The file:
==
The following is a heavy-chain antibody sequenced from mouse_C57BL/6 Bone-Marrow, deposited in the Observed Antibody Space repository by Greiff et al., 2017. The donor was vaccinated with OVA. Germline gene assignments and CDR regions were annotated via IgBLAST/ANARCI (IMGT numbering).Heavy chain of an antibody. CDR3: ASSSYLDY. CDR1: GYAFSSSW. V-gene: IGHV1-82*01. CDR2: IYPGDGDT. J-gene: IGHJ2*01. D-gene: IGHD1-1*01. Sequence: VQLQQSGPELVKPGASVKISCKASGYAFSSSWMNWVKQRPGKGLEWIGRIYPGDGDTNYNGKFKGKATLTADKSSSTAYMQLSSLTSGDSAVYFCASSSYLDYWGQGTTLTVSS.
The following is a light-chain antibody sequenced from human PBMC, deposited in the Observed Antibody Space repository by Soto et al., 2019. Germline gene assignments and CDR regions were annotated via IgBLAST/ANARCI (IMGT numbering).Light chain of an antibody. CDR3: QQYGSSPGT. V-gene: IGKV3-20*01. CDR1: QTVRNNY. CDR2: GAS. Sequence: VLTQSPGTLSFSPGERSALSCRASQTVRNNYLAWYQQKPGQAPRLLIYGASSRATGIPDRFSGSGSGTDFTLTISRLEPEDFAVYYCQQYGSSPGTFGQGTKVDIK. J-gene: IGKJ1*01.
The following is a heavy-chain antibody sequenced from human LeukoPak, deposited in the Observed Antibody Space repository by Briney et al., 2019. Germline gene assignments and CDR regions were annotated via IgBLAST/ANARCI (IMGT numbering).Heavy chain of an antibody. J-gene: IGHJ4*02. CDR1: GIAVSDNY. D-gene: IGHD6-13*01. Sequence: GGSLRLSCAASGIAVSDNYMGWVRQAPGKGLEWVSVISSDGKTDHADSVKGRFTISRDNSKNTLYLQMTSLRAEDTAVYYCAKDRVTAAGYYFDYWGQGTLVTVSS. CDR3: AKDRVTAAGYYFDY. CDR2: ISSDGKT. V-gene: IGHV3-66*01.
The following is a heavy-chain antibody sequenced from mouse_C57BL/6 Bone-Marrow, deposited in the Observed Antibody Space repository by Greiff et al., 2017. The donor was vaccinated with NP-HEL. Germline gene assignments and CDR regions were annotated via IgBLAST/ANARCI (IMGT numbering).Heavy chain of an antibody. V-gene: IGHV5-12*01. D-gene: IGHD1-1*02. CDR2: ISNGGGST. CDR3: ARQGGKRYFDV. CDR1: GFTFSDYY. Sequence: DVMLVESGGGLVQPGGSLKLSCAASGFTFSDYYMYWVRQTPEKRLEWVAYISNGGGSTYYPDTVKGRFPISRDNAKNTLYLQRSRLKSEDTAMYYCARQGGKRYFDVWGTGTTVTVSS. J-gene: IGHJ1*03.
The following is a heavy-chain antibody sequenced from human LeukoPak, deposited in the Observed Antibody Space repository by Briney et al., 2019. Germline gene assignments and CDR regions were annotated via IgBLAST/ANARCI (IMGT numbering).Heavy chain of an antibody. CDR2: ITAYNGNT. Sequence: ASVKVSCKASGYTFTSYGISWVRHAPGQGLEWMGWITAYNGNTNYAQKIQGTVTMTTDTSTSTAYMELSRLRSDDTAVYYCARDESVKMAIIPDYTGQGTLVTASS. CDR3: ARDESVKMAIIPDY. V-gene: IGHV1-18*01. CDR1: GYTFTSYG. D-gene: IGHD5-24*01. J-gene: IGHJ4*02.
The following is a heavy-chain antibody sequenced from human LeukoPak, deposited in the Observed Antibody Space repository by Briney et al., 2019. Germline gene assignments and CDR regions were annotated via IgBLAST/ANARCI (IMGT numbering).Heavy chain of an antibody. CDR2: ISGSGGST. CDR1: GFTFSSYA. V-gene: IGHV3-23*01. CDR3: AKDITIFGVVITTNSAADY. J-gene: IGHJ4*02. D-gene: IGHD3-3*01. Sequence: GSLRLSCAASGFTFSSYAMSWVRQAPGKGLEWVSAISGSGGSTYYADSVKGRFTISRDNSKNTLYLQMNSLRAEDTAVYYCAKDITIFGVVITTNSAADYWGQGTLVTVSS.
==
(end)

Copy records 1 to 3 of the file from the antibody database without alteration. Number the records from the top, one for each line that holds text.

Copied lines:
The following is a heavy-chain antibody sequenced from mouse_C57BL/6 Bone-Marrow, deposited in the Observed Antibody Space repository by Greiff et al., 2017. The donor was vaccinated with OVA. Germline gene assignments and CDR regions were annotated via IgBLAST/ANARCI (IMGT numbering).Heavy chain of an antibody. CDR3: ASSSYLDY. CDR1: GYAFSSSW. V-gene: IGHV1-82*01. CDR2: IYPGDGDT. J-gene: IGHJ2*01. D-gene: IGHD1-1*01. Sequence: VQLQQSGPELVKPGASVKISCKASGYAFSSSWMNWVKQRPGKGLEWIGRIYPGDGDTNYNGKFKGKATLTADKSSSTAYMQLSSLTSGDSAVYFCASSSYLDYWGQGTTLTVSS.
The following is a light-chain antibody sequenced from human PBMC, deposited in the Observed Antibody Space repository by Soto et al., 2019. Germline gene assignments and CDR regions were annotated via IgBLAST/ANARCI (IMGT numbering).Light chain of an antibody. CDR3: QQYGSSPGT. V-gene: IGKV3-20*01. CDR1: QTVRNNY. CDR2: GAS. Sequence: VLTQSPGTLSFSPGERSALSCRASQTVRNNYLAWYQQKPGQAPRLLIYGASSRATGIPDRFSGSGSGTDFTLTISRLEPEDFAVYYCQQYGSSPGTFGQGTKVDIK. J-gene: IGKJ1*01.
The following is a heavy-chain antibody sequenced from human LeukoPak, deposited in the Observed Antibody Space repository by Briney et al., 2019. Germline gene assignments and CDR regions were annotated via IgBLAST/ANARCI (IMGT numbering).Heavy chain of an antibody. J-gene: IGHJ4*02. CDR1: GIAVSDNY. D-gene: IGHD6-13*01. Sequence: GGSLRLSCAASGIAVSDNYMGWVRQAPGKGLEWVSVISSDGKTDHADSVKGRFTISRDNSKNTLYLQMTSLRAEDTAVYYCAKDRVTAAGYYFDYWGQGTLVTVSS. CDR3: AKDRVTAAGYYFDY. CDR2: ISSDGKT. V-gene: IGHV3-66*01.